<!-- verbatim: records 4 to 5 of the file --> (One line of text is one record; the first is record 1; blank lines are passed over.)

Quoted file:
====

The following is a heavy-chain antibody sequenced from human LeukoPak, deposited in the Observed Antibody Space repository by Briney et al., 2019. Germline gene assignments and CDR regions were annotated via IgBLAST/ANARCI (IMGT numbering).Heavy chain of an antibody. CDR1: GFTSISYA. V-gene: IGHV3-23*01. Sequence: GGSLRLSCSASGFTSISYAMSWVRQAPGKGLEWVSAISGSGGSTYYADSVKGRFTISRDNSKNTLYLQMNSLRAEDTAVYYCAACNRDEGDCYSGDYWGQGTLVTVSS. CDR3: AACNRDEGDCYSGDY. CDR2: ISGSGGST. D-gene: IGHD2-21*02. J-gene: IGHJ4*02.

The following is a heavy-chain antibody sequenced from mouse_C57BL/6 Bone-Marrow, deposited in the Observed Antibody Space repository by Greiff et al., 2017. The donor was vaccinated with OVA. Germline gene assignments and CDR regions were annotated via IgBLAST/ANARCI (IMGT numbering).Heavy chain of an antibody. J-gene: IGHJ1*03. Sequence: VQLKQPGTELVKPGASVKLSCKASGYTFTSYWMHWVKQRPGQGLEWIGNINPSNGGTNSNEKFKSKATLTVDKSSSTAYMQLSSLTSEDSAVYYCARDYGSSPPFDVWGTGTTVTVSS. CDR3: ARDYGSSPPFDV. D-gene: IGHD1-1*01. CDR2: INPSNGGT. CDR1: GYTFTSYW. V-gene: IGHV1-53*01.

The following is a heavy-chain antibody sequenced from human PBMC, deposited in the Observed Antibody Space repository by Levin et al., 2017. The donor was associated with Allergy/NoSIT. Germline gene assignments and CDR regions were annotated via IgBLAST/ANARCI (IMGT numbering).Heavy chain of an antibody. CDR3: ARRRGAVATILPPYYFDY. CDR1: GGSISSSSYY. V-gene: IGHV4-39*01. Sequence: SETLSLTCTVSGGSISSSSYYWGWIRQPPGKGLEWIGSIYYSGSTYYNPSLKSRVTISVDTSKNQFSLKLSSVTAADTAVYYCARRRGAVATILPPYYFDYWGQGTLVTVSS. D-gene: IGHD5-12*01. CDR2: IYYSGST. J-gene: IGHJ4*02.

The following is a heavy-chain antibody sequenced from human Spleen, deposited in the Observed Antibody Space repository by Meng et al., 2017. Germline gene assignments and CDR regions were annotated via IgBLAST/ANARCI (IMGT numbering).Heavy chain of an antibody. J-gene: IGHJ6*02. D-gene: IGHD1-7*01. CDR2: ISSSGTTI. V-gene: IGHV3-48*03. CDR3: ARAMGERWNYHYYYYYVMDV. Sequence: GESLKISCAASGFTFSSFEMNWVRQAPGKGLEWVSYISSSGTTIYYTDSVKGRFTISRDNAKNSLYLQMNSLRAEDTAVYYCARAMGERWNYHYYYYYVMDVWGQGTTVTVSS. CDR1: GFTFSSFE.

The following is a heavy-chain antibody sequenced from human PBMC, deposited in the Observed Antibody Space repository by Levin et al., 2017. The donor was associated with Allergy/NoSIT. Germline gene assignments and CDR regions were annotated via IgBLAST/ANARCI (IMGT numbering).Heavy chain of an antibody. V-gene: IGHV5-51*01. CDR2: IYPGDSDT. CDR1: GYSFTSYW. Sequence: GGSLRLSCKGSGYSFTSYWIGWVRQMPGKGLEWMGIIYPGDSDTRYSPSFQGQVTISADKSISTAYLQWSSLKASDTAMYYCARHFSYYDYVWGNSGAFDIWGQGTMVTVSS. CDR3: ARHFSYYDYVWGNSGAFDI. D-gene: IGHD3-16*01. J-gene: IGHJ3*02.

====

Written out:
The following is a heavy-chain antibody sequenced from human Spleen, deposited in the Observed Antibody Space repository by Meng et al., 2017. Germline gene assignments and CDR regions were annotated via IgBLAST/ANARCI (IMGT numbering).Heavy chain of an antibody. J-gene: IGHJ6*02. D-gene: IGHD1-7*01. CDR2: ISSSGTTI. V-gene: IGHV3-48*03. CDR3: ARAMGERWNYHYYYYYVMDV. Sequence: GESLKISCAASGFTFSSFEMNWVRQAPGKGLEWVSYISSSGTTIYYTDSVKGRFTISRDNAKNSLYLQMNSLRAEDTAVYYCARAMGERWNYHYYYYYVMDVWGQGTTVTVSS. CDR1: GFTFSSFE.

The following is a heavy-chain antibody sequenced from human PBMC, deposited in the Observed Antibody Space repository by Levin et al., 2017. The donor was associated with Allergy/NoSIT. Germline gene assignments and CDR regions were annotated via IgBLAST/ANARCI (IMGT numbering).Heavy chain of an antibody. V-gene: IGHV5-51*01. CDR2: IYPGDSDT. CDR1: GYSFTSYW. Sequence: GGSLRLSCKGSGYSFTSYWIGWVRQMPGKGLEWMGIIYPGDSDTRYSPSFQGQVTISADKSISTAYLQWSSLKASDTAMYYCARHFSYYDYVWGNSGAFDIWGQGTMVTVSS. CDR3: ARHFSYYDYVWGNSGAFDI. D-gene: IGHD3-16*01. J-gene: IGHJ3*02.